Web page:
Author Serena Valentino has taken the world by storm with her best-selling Disney Villains novels published by Disney Press. Not only do Valentino’s stories give readers the opportunity to explore villains they know and love, readers are also introduced to new characters that operate behind the scenes of classic Disney plots, giving tales-as-old-as-time a bewitching new twist.
The books in the series are as follows and are best enjoyed if read in this order:
1. Fairest of All: A Tale of the Wicked Queen
2. The Beast Within: A Tale of Beauty’s Prince
3. Poor Unfortunate Soul: A Tale of the Sea Witch
4. Mistress of All Evil: A Tale of the Dark Fairy
5. Mother Knows Best: A Tale of the Old Witch; and
6. The Odd Sisters: A Tale of Three Witches
With the long-awaited release of The Odd Sisters: A Tale of Three Witches – the first of Valentino’s characters to have a book of their own – set to hit shelves this summer, I decided to re-read and review Books 1-4. (See my book reviews of Fairest of All here, The Beast Withinhere and my ARC review of Mother Knows Besthere.) If that’s not a countdown celebration, I don’t know what is.
Please note: this review CONTAINS SPOILERS. So please do NOT read ahead if you have not read Books 1, 2 and 3.
Poor Unfortunate Soul – the third book in the Valentino Villains series – gives Ursula her very own voice with which to tell her very own story. The tale of the cheeky sea witch, maker of deals, and uncrowned queen of the Unprotected Waters challenges the reader to think about what he or she values and how those values might manifest. It also advances readers to the next level of villainy: detestation for human failings, vengeful destruction and “divine hatred.”
In many respects the lessons in this book go against the grain of traditional fairytales, advocating instead for being true to oneself and embracing what others might perceive as imperfections. Ursula is most comfortable in her octopus-like skin rather than her Vanessa form or any other form bestowed upon her by others. Tulip has learned a lot from her first romantic ordeal and strives to be stronger, less generically physically attractive, and less giggly.
These self-love lessons, however, come at a cost. Ursula is forced to balance the power she feels in her true tentacled form with the dark power arising from her “deep, penetrating sorrow” that seeks to possess her. She is comfortable in herself and in her nightmarish revenge. It is strangely comforting to know that achieving balance, whether in the world of mortals or magic, is not particularly easy (and not always successful).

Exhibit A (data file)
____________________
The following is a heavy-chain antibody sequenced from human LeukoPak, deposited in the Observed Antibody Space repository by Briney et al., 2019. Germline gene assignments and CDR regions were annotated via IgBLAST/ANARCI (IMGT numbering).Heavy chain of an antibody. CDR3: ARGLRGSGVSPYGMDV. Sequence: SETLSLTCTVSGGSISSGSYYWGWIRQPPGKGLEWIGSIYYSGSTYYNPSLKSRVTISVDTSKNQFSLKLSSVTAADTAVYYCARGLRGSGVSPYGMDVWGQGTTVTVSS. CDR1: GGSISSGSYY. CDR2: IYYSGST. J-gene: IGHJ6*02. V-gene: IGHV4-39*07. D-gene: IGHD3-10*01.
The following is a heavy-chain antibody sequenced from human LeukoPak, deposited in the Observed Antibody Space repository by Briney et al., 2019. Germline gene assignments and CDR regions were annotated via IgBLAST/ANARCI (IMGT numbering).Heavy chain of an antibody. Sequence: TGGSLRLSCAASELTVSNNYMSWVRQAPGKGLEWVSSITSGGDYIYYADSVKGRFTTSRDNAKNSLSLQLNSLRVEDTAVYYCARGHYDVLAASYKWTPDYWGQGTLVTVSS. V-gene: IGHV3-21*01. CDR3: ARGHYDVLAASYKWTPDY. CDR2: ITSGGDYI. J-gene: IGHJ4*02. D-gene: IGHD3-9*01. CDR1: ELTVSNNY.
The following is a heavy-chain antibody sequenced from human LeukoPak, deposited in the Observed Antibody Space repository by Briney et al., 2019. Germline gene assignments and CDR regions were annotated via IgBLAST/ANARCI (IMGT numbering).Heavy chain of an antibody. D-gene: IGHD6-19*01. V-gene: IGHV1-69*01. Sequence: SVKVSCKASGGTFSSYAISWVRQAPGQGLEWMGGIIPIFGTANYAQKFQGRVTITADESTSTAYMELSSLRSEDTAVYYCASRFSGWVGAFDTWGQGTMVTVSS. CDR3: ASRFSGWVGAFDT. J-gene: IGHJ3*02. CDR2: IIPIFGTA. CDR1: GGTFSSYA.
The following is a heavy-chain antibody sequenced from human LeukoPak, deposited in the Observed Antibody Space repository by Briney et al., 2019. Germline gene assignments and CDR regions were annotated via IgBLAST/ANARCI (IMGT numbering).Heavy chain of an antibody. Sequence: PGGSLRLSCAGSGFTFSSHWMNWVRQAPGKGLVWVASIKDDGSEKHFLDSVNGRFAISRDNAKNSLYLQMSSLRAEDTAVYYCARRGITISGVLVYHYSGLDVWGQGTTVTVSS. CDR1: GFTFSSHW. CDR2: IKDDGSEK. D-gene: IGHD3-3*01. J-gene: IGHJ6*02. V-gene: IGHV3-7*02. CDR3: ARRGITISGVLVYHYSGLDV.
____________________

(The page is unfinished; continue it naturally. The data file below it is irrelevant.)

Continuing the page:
I thoroughly enjoyed my immersion into magic in this book. Valentino invites the reader to begin exploring the many different levels of magic and power possessed by the characters in a way that we had not seen in Books 1 and 2. Circe has great power and great control over her power; [SPOILER] Pflanze has more of a slowburn magic requiring lengthy recuperation time; [SPOILER] Nanny’s power is gradually coming back to her after a considerable hiatus and is delicately juxtaposed with the power wielded by Circe and Pflanze. The Odd Sisters’ reminders that “fire and water don’t mix” also give the reader some insight into the likely clash of curses between Ursula and Maleficent. Magic is not a simple, straightforward business.
While playing out Ursula’s “Poor Unfortunate Souls” scene from The Little Mermaid was not, in my view, necessary (I felt that it detracted from Valentino’s creative prowess), it did provide continuity for the film and story plots. The lyrics are irrefutably fabulous and denying Valentino's Ursula her debut might have pulled her too far away from The Little Mermaid for young readers. This scene was also a challenge for Valentino who did not have to contend with musical numbers for the Wicked Queen or the Beast.
In any event, I love the more subdued tie-ins – [SPOILER] like Circe as one of Ursula’s minions, eventually set free to rise out of the skeleton garden as the minions did in one of the final scenes of the film. I always wondered what some of the minions’ stories were beyond “this one longs to be thinner, that one wants to get the girl.” Such execution is also suggestive of the Valentino story playing out right before your very eyes in the film, not just behind the scenes where the real (Odd Sisters’) magic happens.
I also have a soft spot for Valentino's backstories of famous objects from the Disney films. In Fairest of All, I loved the story of the pierced-heart box. In Poor Unfortunate Soul, Ursula’s shell necklace carries more baggage than just Ariel’s voice. I have probably spoiled too much already, so to uncover these and other nifty histories, snag yourself a copy of Poor Unfortunate Soul! In the meantime, I leave you with my favorite quote from Book 3:
"I'd rather spend my days reading and learning something of the world! Not trapped away in some man's castle, at his beck and call!" - Tulip